And not only did the kid have a healthy set of lungs, but his declaration was buoyed by the water that surrounded them; Lake Union acted as a giant aqua echo chamber that amplified the boy's voice, carrying his cry of "pedophile" out to every sailboat, house barge, and Fourth of July reveler on deck, as well as the boat full of Canadian tourists who were at that very moment passing by in Stanley's Steamship, sipping on Stanley's signature chocolate root beer floats and angling their digital cameras to get a better shot of the Sleepless in Seattle houseboat. When his cries of "pedophile" reached their finely tuned Canadian ears, they craned their necks to get a better look at her, the aforementioned pedophile, as they simultaneously praised and blamed the fall of the American dollar for the spectacle she had become. All that was missing was a bugle call and a posse of foxhounds unleashed for the hunt.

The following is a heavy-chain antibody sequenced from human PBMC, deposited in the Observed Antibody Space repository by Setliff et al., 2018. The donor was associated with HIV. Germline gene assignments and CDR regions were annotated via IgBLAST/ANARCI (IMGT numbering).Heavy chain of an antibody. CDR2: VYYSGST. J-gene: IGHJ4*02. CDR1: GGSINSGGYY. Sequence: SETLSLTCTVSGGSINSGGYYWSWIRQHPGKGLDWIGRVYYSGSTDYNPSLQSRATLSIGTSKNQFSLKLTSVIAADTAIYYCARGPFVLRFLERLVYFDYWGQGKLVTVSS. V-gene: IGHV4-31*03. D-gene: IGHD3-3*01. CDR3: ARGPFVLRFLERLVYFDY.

Instantly Andes's mind conjured up horrible images: young, scraggly, long-haired convicts dangling puppies as they lured children into beat-up vans decorated with dancing bear bumper stickers, and middle-aged, potbellied perverts, palms stained with Skittles, sweet-talking innocent children into doing more than just sitting on Santa's lap. She glanced down her body just to make sure she still had breasts, as the dock full of pale half-dressed Seattleites looked at her as if they were watching a live episode of To Catch A Predator.


Excerpted from Sunnyside Blues by MARY CARTER. Copyright © 2009 Mary Carter. Excerpted by permission of KENSINGTON PUBLISHING CORP..
All rights reserved. No part of this excerpt may be reproduced or reprinted without permission in writing from the publisher.
Excerpts are provided by Dial-A-Book Inc. solely for the personal use of visitors to this web site.